9. Yep, Ivanishvili is controlled opposition to throw Georgians the idea that they are getting real reform.
    This is just another U.S led terror attack/false flag op. Lame as f—.


    “There’s much to admire in the Georgian president’s nearly decade-long rule, which looks to be coming to an unexpected end. After the 2003 Rose Revolution, which he helped lead, the western-educated Sakashvili inherited a country emerging from more than a decade of Russian client-hood, separatist warfare and economic and political stagnation. Sakashvili overhauled a chronically-corrupt police force, invested in much-needed infrastructural improvements, and shifted Georgia’s political orientation westward. But his rule took on an increasingly authoritarian character, and the country’s stilted relations with Russia — partly a matter of policy for Sakashvili, who was president during Russia’s devastating 2008 invasion of his country — had a negative impact on much-needed cross-border trade. An uneven economy, and plummeting trust in a once-effective but autocratic government, provided an opening for a unifying opposition figure.”

    Just the U.S maintaining control.

    “In August, The Atlantic interviewed that figure. Before this election cycle, Ivanishvili was so enigmatic that most Georgians didn’t know what he looked like — even though he was personally responsible for as much as half of the country’s GDP. Georgian Dream is a loose alliance of mainstream opposition parties and elements of the anti-Sakashvili political fringe: “free-market liberals, xenophobic nationalists, and those who hanker for the era before 2003,” according to The Economist. Yet even if the coalition is ideologically incoherent, Ivanishvili’s money, influence and name-recognition made Georgian Dream an instantly credible alternative to the ruling party.”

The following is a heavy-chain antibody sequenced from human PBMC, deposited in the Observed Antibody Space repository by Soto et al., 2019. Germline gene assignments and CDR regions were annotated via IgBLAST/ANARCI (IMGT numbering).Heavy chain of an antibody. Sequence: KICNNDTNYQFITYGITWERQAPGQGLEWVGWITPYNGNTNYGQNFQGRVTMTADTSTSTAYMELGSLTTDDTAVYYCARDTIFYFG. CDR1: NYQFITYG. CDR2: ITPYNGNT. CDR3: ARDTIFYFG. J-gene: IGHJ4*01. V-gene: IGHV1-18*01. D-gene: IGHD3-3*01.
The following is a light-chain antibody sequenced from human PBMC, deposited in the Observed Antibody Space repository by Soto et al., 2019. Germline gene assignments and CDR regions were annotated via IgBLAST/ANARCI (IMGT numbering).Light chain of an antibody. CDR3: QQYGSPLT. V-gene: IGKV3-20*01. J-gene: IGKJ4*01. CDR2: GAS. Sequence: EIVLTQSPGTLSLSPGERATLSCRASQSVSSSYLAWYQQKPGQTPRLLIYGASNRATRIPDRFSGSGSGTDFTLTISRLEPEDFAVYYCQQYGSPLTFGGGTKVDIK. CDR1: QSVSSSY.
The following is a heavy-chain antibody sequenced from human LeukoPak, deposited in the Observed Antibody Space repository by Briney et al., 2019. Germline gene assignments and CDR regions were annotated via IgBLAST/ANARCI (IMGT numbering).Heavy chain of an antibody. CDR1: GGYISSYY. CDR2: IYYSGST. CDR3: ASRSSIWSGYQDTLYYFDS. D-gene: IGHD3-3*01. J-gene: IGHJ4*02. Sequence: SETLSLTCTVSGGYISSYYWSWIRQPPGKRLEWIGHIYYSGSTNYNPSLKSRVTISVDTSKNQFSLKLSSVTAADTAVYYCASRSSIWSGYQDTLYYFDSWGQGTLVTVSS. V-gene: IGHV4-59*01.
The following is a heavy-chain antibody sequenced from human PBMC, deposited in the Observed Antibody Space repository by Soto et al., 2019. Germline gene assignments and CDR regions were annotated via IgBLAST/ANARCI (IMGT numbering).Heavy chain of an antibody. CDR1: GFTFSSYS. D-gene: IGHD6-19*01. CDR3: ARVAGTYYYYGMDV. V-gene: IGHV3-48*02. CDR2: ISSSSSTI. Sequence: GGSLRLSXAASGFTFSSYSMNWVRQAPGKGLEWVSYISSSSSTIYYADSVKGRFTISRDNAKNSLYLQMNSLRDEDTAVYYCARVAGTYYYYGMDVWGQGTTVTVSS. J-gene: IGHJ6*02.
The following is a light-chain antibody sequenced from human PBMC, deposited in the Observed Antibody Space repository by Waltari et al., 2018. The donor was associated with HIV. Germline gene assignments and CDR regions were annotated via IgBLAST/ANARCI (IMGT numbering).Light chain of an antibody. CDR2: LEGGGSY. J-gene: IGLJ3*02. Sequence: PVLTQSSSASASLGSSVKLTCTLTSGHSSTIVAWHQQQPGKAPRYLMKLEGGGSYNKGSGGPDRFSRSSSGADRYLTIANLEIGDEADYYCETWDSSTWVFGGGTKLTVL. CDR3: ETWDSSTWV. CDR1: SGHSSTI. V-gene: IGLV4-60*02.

Apparently normalize means go back to the cold war…

    “It’s somewhat wishful to believe that you could convince the Russians to withdraw from Georgian territory while Georgia has NATO membership, given Russia’s opposition to Georgian and Ukrainian NATO membership in the past. I’m wondering how you foresee building trust with the Russians while being a member of NATO.

    Well, it’s a very hard question. We need to see this within a global political landscape. The United States, Europe, NATO members, the West in general is trying to normalize its relationship with Russia.”

    This part is interesting, but I am not sure what to make of it.

    “If you were in power, how would you further deregulate the economy?

    Sakashvili’s a professional liar. He learned how the World Bank is doing their ratings. If you come to Georgia, you can open up a company in a day. You yourself can come tomorrow and establish a company in a day and you’re not halted by paperwork.

    If we look only at the paperwork, yes this is an achievement, for Europe and for the World Bank, yes, this gives them the right to say that yes, in Georgia you can found [businesses]. But as soon as the smoke hits the chimney and that company starts to generate revenue, they come after you and they take away from you. So opening up in a day doesn’t really matter much. And no real business is coming.”

  10. I am betting Ivanishvili got his money from the CIA. Sorry for the short post.

  11. Valerie Lever says:

    And today Ramzan Kadyrov has a list of Chechen terrorists in Turkey for them to arrest and hand over to Russia. He wrote on his instagram that these guys are in Turkey (just a helpful list for them):
    Tarkhan Gasiyev,

    Ahmad Umarov,

    Ahmad Patayev,

    Shirvani Basayev,

    Mahran Saidov,

    Rizvan and Usama Yakubov,

    Aslanbek Vadalov,

    Movsar Chatayev,

    Khadi Aslanov,

    Rustam Naurbayev

    and their mentor:

    Movladi Udugov